Been there, done that - WALB.com, South Georgia News, Weather, Sports

Been there, done that

^Essie Whitus ^Essie Whitus

March 21, 2003

Camilla-- It's a sound that sticks in you forever. Three years later Mitchell county residents hear it again. The powerful winds of a tornado coming through.

Essie Whitus and her kids are cleaning up a major mess. "I'm just trying to straighten up the yard a little while I wait on the insurance adjuster," she says.

Whitus says the 2000 tornado cost her $10,000, and this year, it's worse. "I don't think I'm jinxed, it just happened. I heard some people say when they make a pass, they always follow the path."

The tornado passed through the same path as in 2000. It's hard to get the full effect of the damage until you drive by the destruction. "My baby's shaken up a little bit. She doesn't want to be out of my sight," said Essie.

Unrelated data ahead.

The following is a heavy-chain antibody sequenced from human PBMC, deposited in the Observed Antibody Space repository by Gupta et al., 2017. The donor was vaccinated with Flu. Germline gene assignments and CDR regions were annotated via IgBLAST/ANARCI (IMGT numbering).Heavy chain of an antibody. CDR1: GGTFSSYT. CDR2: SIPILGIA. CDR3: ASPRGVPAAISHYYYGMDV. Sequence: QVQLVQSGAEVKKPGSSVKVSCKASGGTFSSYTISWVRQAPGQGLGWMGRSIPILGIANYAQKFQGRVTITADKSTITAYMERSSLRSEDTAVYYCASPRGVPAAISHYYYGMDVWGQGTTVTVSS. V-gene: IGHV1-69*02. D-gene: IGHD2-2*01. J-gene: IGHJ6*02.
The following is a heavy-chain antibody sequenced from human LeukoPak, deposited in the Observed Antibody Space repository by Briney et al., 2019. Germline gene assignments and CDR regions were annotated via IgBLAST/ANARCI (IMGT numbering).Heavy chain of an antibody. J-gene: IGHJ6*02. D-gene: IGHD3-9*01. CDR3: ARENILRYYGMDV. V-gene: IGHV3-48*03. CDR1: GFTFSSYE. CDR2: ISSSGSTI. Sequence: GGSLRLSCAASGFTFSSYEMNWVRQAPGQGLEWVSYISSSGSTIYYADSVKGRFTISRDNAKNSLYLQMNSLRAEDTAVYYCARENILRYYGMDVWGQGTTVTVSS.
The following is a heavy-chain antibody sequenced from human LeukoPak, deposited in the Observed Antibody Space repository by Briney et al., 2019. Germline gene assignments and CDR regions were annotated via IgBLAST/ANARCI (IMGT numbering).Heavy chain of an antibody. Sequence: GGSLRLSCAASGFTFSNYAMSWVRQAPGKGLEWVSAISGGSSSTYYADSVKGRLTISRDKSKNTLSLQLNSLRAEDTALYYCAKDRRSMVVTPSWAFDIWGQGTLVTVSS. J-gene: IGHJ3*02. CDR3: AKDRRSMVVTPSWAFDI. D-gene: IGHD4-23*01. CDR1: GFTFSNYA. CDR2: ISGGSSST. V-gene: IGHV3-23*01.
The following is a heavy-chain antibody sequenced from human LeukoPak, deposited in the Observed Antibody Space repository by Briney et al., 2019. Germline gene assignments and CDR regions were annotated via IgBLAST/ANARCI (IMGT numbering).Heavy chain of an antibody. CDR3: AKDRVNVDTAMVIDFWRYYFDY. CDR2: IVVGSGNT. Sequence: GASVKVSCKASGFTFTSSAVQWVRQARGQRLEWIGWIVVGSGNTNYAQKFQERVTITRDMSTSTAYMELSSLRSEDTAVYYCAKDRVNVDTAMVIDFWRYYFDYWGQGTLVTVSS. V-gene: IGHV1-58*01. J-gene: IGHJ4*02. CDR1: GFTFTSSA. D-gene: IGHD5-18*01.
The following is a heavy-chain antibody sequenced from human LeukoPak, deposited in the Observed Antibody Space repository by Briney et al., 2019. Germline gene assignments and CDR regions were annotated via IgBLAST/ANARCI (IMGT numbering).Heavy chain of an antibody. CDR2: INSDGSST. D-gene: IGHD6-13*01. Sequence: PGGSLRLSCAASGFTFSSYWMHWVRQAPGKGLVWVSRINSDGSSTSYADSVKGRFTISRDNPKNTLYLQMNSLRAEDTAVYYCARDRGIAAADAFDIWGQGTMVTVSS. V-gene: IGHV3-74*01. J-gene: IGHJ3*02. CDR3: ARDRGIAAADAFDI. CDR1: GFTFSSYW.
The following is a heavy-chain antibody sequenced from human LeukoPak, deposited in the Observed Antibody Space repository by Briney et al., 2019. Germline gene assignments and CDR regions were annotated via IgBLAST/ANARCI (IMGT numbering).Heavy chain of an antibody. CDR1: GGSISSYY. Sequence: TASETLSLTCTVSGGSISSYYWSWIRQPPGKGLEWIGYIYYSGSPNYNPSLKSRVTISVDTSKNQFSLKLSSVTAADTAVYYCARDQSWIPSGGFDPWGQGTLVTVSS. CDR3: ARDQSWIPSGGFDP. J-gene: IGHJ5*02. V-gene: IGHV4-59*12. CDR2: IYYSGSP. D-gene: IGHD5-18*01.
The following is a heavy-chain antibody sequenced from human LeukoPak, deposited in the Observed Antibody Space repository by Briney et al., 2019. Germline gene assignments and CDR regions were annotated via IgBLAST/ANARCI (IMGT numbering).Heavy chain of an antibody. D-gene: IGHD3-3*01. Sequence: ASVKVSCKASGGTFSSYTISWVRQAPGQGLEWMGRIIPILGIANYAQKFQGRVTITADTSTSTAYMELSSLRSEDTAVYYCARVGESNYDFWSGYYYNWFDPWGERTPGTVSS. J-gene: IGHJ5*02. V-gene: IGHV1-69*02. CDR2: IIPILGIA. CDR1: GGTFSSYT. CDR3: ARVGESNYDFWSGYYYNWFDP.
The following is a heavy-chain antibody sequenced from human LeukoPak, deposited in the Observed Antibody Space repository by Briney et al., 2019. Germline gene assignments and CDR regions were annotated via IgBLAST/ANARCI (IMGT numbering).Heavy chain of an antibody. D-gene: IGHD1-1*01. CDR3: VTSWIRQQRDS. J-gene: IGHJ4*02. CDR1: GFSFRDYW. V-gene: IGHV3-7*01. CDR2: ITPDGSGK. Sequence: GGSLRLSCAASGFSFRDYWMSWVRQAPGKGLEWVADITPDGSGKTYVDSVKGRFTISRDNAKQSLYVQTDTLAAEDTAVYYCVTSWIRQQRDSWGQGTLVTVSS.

Like three years ago, Whitus was at work, and her children were at home alone when the tornado hit. "When I was on my way home, they stopped me and said I couldn't drive through. I'm like 'unbelievable. I can't go check on my children?' Because I know the effect it had on them the last time. It took six months for them to get over."

Other neighborhood kids are dealing with other kinds of trauma. Seventeen-year-old Travis White is limping, but alive. He was inside his trailer when it was picked up and slammed down.

"It's a total loss," said independent insurance adjuster Alan Taylor. Taylor is back in Camilla. "The damage is severe, just like it was three years ago, but three years ago, people didn't come back in and populate the area," he said.

It takes less than a minute for a tornado to destroy everything you have, but it takes a lifetime to get over the fright. "I'm going to rebuild, but maybe in the next three years, I'll move out, because My children will have graduated from school," said Whitus.

After the last tornado, one of Whitus' children had to get sleeping pills from her doctor. Parents already know what to expect from some of their children this time around.

After the last tornado, one of Whitus' children had to get sleeping pills from her doctor. Parents already know what to expect from some of their children this time around.

More than 150 homes were damaged or destroyed in Mitchell and in Worth County.

posted at 6:30PM by dave.miller@walb.com

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